Hair Loss - Treatment and Prescriptions

What is Hair Loss?

Hair loss is a general term for a variety of diseases that dermatologists can treat. It isn’t usually physically harmful, but it can cause emotional and social discomfort in daily life. Androgenic areata, telogen effluvium, and alopecia areata are the most common types of hair loss in a broader set of causes for hair loss including:
  • Alopecia areata
  • Alopecia totalis
  • Alopecia universalis
  • Androgenetic Alopecia
  • Cicatricial Alopecia (Scarring Alopecia)
  • Involutional Alopecia
  • Traction Alopecia
  • Anagen Effluvium
  • Telogen Effluvium
  • Tinea Capitis

Photos


Alopecia Areata is a sudden hair loss that has circular patches that can overlap.  This image shows a man with a patch missing from his scalp. Alopecia Areata is a sudden hair loss that has circular patches that can overlap.  If your hair loss begins at the temples or the crown of the head, you may have male pattern baldness Hair Loss affects males and women. Loss of hair or thinning to the top of the scalp. Hair Loss in middle-aged man in the back of the head.

Symptoms

Hair loss varies from simply losing a patch of hair to losing hair all over your body. A dermatologist could tell what type of hair loss a patient has simply by looking at the pattern of hair loss and the included symptoms. Here are the symptoms that the different types of hair loss could express:
  • Alopecia Areata – one or more small, circular patches anywhere on the body, but usually on the scalp
  • Alopecia Totalis – complete hair loss on scalp
  • Alopecia Universalis – complete hair loss all over body
  • Androgenetic Alopecia – known as male or female pattern baldness
  • Male Pattern Baldness – hairline recedes to an M formation
  • Female Pattern Hair Loss – hair thins all over the head
  • Cicatricial Alopecia (Scarring Alopecia) – hair is lost due to a skin disorder, the area in which it’s lost doesn’t grow back or it scars
  • Involutional Alopecia – hair gradually thins with age
  • Traction Alopecia – hair loss in areas where hair has been pulled, it may be permanent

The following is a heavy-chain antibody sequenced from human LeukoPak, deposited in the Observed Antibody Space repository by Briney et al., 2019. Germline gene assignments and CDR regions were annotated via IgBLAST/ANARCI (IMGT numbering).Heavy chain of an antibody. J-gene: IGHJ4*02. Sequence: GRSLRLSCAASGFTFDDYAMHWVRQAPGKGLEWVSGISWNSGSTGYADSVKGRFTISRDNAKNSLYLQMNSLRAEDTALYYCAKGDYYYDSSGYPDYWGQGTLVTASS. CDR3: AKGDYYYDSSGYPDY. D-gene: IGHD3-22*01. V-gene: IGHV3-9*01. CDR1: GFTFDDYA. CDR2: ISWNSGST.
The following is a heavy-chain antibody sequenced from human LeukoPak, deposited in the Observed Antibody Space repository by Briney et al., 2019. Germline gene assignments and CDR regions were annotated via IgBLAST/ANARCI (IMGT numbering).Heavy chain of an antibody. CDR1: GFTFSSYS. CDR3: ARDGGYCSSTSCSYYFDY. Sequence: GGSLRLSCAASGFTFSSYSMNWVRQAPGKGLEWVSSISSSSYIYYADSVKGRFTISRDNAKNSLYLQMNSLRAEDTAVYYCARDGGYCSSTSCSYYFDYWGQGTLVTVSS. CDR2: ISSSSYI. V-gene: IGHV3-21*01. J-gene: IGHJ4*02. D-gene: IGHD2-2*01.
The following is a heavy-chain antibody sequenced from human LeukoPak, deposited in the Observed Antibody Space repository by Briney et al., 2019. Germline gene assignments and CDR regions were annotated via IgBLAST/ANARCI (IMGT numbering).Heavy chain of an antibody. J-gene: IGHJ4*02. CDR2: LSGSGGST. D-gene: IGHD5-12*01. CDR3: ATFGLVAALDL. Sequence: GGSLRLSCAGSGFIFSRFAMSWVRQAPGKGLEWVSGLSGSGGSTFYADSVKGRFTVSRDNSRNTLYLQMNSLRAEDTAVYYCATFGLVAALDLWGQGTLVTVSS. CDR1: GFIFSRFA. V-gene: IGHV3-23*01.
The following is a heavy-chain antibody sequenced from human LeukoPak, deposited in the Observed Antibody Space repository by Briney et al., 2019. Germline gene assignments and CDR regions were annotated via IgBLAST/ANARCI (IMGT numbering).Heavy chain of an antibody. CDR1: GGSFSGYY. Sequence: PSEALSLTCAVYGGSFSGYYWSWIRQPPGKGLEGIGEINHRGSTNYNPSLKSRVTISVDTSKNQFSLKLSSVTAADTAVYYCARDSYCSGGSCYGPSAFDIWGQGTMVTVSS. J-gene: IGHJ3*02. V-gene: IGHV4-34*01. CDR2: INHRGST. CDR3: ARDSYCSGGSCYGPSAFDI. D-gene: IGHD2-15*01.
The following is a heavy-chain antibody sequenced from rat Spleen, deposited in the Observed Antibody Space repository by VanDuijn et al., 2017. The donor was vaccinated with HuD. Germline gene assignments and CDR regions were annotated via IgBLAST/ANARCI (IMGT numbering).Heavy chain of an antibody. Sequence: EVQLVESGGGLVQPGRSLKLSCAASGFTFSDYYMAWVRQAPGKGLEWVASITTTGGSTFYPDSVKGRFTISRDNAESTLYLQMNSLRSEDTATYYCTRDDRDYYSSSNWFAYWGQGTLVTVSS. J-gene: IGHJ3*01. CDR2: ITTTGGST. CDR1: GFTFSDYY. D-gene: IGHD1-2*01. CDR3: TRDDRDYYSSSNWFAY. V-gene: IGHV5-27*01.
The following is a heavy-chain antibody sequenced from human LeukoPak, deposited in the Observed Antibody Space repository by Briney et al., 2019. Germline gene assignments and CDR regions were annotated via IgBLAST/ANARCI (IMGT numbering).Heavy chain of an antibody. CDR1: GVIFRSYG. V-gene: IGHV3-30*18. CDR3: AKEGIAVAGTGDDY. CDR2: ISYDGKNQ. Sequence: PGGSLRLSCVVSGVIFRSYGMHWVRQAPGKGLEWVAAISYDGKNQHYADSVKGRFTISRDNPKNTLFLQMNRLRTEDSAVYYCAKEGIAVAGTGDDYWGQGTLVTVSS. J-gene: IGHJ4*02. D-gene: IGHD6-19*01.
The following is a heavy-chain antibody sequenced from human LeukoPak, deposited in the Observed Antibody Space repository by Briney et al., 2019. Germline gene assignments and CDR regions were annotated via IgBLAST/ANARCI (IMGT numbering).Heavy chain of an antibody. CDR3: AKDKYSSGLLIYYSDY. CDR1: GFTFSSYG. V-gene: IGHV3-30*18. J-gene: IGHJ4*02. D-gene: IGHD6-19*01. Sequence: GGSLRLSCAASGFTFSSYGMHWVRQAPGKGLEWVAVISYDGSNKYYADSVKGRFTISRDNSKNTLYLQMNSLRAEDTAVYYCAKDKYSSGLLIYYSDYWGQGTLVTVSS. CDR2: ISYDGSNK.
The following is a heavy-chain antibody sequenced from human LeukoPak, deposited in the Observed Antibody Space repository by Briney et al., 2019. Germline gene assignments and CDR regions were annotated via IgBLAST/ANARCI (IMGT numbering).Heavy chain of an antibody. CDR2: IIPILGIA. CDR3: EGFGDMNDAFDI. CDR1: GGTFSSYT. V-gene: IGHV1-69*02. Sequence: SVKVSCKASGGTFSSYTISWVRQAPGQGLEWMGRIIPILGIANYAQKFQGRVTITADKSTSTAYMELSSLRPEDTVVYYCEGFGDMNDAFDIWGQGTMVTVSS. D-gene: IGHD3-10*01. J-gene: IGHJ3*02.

• Anagen Effluvium – sudden shedding of a lot or all hair throughout the body
  • Telogen Effluvium – increase in the rate of hair shedding
  • Tinea Capitis – hair loss in scaly and itchy patches

Causes

With so many different ways to lose your hair, it's important to talk to a professional to determine why your hair loss occurs. Here are the causes for the types of hair loss:
  • Alopecia Areata – An autoimmune disease in which the immune system attacks the hair follicles around the body. It's unknown why this happens. This causes hair falling out and preventing new hair growth.
  • Alopecia Totalis – An autoimmune disease in which the immune system attacks the hair follicles on the scalp. It's unknown why this happens. This causes hair falling out and preventing new hair growth all over the scalp.
  • Alopecia Universalis – An autoimmune disease in which the immune system attacks the hair follicles all over the body. It's unknown why this happens. This causes hair falling out and preventing new hair growth all over the body.
  • Androgenetic Alopecia – Genes interfere with normal androgen hormone related activity. This affects hair follicle growth cycles causing less, shorter, and thinning of hair.
  • Cicatricial Alopecia (Scarring Alopecia) – A large variety of bodily disorders cause permanent hair loss. They destroy hair follicles and possibly causing visible scarring.
  • Involutional Alopecia – With age, hair growth cycles give hair less time to grow and be quicker to fall out.
  • Traction Alopecia – Tension in the hair damages hair follicles and hair falls out easier.